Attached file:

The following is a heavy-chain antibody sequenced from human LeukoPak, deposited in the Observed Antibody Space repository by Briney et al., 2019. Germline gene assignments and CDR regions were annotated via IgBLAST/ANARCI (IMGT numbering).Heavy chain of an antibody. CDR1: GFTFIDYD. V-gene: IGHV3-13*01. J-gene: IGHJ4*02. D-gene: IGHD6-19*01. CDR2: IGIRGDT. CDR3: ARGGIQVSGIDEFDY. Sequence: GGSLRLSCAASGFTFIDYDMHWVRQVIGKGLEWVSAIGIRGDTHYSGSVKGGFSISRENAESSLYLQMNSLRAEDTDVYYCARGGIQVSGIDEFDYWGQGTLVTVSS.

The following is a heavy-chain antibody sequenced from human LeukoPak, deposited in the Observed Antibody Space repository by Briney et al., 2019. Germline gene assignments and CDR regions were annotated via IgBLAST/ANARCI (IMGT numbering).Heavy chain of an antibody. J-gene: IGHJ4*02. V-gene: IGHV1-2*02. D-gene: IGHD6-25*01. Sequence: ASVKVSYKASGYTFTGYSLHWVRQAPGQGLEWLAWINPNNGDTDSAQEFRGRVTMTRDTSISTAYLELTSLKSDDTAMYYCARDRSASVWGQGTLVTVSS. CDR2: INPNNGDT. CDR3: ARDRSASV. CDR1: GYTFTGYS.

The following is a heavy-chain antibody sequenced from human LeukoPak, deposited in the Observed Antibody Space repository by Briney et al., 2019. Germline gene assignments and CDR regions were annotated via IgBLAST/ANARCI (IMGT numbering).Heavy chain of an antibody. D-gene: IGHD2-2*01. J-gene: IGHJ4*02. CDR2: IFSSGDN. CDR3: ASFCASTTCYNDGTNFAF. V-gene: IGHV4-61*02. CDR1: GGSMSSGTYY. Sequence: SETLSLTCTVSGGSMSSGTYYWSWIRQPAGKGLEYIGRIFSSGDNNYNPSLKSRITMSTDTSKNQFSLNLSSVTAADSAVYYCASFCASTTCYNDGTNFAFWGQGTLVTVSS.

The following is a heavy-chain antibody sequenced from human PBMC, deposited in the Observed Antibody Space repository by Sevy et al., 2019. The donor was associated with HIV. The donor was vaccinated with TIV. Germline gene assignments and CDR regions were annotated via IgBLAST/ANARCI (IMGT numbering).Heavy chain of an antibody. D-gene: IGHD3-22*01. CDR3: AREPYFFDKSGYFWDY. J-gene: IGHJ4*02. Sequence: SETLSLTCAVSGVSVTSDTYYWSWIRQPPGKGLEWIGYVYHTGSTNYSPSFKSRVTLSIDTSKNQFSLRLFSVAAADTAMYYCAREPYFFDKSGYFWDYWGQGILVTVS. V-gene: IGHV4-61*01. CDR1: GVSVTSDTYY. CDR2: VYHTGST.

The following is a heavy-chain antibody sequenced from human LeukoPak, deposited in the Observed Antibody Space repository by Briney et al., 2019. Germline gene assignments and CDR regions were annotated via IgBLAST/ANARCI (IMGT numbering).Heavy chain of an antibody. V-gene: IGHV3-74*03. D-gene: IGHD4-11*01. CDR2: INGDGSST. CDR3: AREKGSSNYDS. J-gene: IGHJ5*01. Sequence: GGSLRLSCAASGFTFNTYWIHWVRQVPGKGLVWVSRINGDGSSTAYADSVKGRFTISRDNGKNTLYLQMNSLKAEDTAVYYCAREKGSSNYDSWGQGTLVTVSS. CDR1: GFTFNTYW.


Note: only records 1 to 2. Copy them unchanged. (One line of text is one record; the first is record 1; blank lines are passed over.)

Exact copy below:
The following is a heavy-chain antibody sequenced from human LeukoPak, deposited in the Observed Antibody Space repository by Briney et al., 2019. Germline gene assignments and CDR regions were annotated via IgBLAST/ANARCI (IMGT numbering).Heavy chain of an antibody. CDR1: GFTFIDYD. V-gene: IGHV3-13*01. J-gene: IGHJ4*02. D-gene: IGHD6-19*01. CDR2: IGIRGDT. CDR3: ARGGIQVSGIDEFDY. Sequence: GGSLRLSCAASGFTFIDYDMHWVRQVIGKGLEWVSAIGIRGDTHYSGSVKGGFSISRENAESSLYLQMNSLRAEDTDVYYCARGGIQVSGIDEFDYWGQGTLVTVSS.

The following is a heavy-chain antibody sequenced from human LeukoPak, deposited in the Observed Antibody Space repository by Briney et al., 2019. Germline gene assignments and CDR regions were annotated via IgBLAST/ANARCI (IMGT numbering).Heavy chain of an antibody. J-gene: IGHJ4*02. V-gene: IGHV1-2*02. D-gene: IGHD6-25*01. Sequence: ASVKVSYKASGYTFTGYSLHWVRQAPGQGLEWLAWINPNNGDTDSAQEFRGRVTMTRDTSISTAYLELTSLKSDDTAMYYCARDRSASVWGQGTLVTVSS. CDR2: INPNNGDT. CDR3: ARDRSASV. CDR1: GYTFTGYS.